FRDC-DCCEE: adaptive management of temperate reefs to minimise effects of climate change: developing new effective approaches for ecological monitoring and predictive modelling

Project Number:



University of Tasmania (UTAS)

Principal Investigator:

Neville Barrett

Project Status:


FRDC Expenditure:





Waters along Australia’s most densely populated east coast are warming at 3.8 times the global average rate, which is the most rapid change in the Southern Hemisphere. Ecosystems in this region are likely to be severely impacted by climate change and significant biodiversity change is expected. The rapid nature of these ecosystem changes will require science-based decisions about where, how and when to apply adaptive management interventions. Predictive models have high uncertainty when extrapolated into new conditions, as do CC scenario models. Unless protocols for tracking and predicting ecological changes are well informed, the remote nature of marine habitats, with associated difficulties and expense when mapping biodiversity assets, will inevitably translate to sub-optimal management interventions. Potential management interventions could include targeted spatial closures to protect vulnerable habitats, targeted translocation of key predators, direct manipulation of abundances of threatening and or threatened species.Our project will address these challenges using Australia’s east coast as it is the region of greatest change and hence under the most imminent threat. Using the longest available worldwide (18-yr) ecological reef data record of fishes, invertebrates and macro-algae in marine reserves, we will identify thresholds in ecological responses such as significant assemblage shifts, kelp decline and predator-prey relationships. These outputs combined with future climate scenarios will empower, state management and NRM agencies with mproved capacity to build ecosystem resilience through spatial management actions. The project addresses three NCCARP priority questions by: (3.1) identifying priority ecosystems and species most vulnerable in this globally significant warming hotspot; (2.1) identifying vulnerable inshore reef species of commercial fisheries importance (including southern rock lobster, abalone, and temperate wrasses) and priority locations for adaptive management; and (3.2) clarifying management benefits from one intervention strategy – MPAs – for enhancing resilience of temperate ecosystems.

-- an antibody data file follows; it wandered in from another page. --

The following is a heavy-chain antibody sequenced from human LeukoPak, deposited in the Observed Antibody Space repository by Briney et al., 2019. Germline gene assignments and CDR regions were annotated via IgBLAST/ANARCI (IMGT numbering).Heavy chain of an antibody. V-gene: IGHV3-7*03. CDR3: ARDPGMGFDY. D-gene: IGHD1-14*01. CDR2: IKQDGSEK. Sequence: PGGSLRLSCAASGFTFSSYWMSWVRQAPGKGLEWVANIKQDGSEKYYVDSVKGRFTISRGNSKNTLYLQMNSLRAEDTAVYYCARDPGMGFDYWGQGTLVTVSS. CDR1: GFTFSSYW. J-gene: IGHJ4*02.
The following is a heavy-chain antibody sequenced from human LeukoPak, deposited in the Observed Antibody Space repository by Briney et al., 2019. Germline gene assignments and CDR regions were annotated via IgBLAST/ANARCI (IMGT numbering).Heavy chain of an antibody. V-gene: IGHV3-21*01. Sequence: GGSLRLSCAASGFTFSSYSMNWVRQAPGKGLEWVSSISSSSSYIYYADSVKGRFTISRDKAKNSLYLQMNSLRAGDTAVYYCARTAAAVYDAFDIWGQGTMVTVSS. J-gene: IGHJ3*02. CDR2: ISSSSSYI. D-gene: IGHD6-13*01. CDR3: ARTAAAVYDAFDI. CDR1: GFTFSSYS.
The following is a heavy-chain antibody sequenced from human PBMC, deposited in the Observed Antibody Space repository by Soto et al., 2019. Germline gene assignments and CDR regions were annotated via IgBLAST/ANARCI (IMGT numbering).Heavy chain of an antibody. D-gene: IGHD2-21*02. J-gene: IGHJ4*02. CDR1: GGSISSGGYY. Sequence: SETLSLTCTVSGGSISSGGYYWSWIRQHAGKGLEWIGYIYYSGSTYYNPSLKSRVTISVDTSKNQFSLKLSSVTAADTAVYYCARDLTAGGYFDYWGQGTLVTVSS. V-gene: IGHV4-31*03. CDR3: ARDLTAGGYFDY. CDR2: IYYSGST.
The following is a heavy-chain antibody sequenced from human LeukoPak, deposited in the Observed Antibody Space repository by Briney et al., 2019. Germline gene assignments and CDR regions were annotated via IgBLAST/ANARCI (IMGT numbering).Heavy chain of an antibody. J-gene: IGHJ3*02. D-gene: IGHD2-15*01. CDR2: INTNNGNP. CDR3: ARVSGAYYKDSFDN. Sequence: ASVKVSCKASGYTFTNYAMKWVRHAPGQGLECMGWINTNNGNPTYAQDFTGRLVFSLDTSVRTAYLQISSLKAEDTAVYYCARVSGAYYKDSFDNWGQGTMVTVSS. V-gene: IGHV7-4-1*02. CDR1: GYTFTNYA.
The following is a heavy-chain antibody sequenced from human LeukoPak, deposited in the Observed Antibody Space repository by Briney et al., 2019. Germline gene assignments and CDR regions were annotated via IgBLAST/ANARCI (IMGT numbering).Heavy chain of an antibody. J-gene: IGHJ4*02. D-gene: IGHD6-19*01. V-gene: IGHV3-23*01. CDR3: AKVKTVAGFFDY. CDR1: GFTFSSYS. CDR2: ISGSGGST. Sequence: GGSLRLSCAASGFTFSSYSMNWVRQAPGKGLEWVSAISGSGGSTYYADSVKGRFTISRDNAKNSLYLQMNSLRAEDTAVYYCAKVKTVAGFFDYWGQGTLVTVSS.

1. To collate and analyse the long-term marine ecological data records for southeast Australian reefs and use these to quantitatively describe relationships between species’ distribution and abundance and changes in ocean temperature, salinity and EAC position as key drivers of climate change;